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Sunday
Mar312019

Forcing amaryllis bulbs in water: Repeat bloom in progress for a fifth year

The 2019 flower bud is preparing to open (shown right), nearly a month earlier than last year, when my pet bulb, Leafy, was in full bloom on April 28. This will be the bulb's fifth year of bloom as an indoor, water-grown  houseplant. 

For comparison, the top photo on the left shows flowers preparing to open on April 25, 2017, which means the bulbs opened on roughly the same date for at least the previous two years.  Don't have enough time now to go back and research the earlier bloom dates, but I've been writing about the plant since 2014, so that's all here somewhere!

The photo of Leafy on the right above was taken today, obviously a bit farther along in the bloom cycle than the 2017 photo. But barring some catastrope, the flower will bloom this week, at the start of April, and nearly a month earlier than the previous two years.

Those who have followed these sporadic posts about my water-grown bulbs already know that I have been lamenting Leafy's obvious decline in the vigor over the years. I have kept in water since I got it back in the fall of 2014. Its first year, fresh from expert nursery care, it produced two flower stalks that were thick and compact.

On water alone, the bulb has nevertheless managed to bloom every spring since then, albeit not as robustly as that first year. This year's bloom is under close watch with last year's unfortunate fertilizer fail.  The photo at left, shows Leafy with last year's single leaf. At right, a shot of the slime that developed on the roots after I put a tiny bit of fertilzer in the water. If you look near the bottom of the bulb, you can see the first of the emergency roots it needed to send out to survive. I have said I believe the bulb only produced one leaf because it had to put so much energy into developing a new root system.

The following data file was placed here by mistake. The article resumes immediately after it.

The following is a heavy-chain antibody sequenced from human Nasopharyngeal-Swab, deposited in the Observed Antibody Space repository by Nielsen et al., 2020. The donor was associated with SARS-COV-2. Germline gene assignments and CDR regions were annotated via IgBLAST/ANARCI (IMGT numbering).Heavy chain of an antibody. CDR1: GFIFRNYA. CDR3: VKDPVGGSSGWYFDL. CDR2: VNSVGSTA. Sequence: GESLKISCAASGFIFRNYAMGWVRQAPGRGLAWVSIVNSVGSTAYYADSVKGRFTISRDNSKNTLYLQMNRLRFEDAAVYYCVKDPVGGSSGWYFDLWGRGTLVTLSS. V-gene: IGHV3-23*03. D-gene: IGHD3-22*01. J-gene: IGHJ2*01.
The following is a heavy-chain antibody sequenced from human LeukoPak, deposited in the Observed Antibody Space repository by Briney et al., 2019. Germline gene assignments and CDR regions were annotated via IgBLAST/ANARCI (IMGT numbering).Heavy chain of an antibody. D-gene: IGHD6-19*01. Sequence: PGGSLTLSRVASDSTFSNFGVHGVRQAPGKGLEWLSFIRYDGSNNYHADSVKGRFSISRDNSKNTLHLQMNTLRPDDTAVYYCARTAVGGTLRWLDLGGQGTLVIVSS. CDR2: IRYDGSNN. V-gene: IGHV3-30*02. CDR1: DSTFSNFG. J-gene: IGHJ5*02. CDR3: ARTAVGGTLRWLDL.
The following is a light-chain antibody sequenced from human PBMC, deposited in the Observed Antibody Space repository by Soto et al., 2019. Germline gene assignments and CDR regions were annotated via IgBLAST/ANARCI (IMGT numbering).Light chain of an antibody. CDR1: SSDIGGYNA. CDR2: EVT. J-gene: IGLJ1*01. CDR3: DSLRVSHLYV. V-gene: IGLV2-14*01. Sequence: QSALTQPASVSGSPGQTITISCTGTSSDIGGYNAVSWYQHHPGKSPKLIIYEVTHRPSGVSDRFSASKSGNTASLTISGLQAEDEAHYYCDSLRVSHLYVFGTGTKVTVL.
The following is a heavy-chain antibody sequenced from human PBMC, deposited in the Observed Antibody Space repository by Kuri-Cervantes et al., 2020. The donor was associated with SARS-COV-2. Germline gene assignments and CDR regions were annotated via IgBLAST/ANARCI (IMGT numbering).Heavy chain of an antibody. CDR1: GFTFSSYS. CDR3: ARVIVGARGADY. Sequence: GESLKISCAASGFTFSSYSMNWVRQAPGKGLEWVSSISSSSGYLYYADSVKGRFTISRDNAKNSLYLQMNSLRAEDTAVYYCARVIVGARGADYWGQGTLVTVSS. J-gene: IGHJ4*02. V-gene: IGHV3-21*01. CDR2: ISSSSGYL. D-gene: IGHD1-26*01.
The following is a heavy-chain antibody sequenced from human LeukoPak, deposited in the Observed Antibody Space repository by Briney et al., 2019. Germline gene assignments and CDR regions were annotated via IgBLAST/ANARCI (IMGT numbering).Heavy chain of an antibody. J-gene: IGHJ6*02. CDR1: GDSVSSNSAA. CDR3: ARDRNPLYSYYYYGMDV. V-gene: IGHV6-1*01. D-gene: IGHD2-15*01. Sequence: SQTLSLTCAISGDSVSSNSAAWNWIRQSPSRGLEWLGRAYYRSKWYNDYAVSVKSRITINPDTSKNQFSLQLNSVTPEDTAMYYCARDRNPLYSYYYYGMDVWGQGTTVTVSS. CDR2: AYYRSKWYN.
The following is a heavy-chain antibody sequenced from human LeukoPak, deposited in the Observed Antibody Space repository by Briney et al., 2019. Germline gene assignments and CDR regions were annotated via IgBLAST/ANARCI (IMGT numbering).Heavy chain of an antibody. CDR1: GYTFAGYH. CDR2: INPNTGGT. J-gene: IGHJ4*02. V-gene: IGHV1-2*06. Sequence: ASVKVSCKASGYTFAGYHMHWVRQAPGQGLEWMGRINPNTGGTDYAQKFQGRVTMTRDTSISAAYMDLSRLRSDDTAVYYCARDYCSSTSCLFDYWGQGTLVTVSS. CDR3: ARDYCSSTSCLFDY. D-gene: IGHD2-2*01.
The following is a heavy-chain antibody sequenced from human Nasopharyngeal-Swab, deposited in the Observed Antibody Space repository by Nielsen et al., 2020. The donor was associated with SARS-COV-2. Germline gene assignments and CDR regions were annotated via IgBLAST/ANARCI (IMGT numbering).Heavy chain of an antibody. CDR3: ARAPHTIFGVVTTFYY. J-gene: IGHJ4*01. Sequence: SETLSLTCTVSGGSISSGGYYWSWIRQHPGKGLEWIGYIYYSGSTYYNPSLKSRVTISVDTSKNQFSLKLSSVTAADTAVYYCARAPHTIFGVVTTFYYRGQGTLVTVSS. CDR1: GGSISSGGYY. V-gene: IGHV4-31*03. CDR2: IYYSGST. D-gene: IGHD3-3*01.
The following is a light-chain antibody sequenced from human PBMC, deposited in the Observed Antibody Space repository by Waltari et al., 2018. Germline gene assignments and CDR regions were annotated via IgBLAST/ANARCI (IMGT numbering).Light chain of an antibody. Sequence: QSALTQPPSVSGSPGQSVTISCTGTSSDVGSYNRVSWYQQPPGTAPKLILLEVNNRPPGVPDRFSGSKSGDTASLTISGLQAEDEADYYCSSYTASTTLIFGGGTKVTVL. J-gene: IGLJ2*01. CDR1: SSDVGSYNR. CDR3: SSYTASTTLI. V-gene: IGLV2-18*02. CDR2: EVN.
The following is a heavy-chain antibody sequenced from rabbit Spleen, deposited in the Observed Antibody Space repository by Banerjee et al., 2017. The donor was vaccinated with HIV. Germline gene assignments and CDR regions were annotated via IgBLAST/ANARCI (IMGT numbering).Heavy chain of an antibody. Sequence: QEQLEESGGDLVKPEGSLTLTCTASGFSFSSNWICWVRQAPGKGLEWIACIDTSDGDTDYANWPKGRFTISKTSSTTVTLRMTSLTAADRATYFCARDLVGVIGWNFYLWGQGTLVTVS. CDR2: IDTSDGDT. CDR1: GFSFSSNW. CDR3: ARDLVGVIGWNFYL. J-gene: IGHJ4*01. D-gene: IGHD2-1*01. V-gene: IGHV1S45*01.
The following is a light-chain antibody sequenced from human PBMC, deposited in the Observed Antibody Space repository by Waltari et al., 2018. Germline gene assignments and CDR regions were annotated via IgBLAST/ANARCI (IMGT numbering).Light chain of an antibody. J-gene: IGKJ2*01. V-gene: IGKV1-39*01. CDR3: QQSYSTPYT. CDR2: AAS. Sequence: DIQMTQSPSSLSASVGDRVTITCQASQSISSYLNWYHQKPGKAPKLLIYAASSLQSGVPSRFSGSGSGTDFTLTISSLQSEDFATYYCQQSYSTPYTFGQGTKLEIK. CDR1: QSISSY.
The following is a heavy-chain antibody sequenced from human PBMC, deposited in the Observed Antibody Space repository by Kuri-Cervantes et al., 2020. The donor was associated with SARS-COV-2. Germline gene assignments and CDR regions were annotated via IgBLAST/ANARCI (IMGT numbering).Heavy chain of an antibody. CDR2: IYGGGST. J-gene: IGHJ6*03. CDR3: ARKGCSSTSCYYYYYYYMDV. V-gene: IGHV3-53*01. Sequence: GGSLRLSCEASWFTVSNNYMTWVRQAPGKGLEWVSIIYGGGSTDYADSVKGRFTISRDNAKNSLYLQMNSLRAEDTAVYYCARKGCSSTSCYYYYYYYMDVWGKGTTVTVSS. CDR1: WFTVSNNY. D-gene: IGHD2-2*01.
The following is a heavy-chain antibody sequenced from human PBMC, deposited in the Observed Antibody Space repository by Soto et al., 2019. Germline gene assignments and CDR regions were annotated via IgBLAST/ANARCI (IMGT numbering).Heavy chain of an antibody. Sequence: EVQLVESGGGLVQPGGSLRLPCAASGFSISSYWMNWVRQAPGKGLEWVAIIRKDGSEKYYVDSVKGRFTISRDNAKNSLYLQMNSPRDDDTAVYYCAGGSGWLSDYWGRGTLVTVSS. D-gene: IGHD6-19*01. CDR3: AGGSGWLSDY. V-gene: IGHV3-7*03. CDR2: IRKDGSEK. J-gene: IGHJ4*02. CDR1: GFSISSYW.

It did survive with that single leaf, and it surprised me with another flower stalk. The larger of this year's flower buds looks healthy and is much larger than the second. The smaller bud is slightly less colorful, perhaps not as strong. Hopefully it will increase in size over the next few days. Even if it doesn't, it still will be a pleasure to witness a small miracle in its ability to flower for a fifth year despite so many challenges.

I've said I will plant Leafy to improve the bulb's condition, but anyone who grows amaryllis bulbs outdoors in soil knows they need to be dug up and brought inside for winter protection. I'm not sure how that would work in this case, and it would require some expert guidance and research. We'll see.

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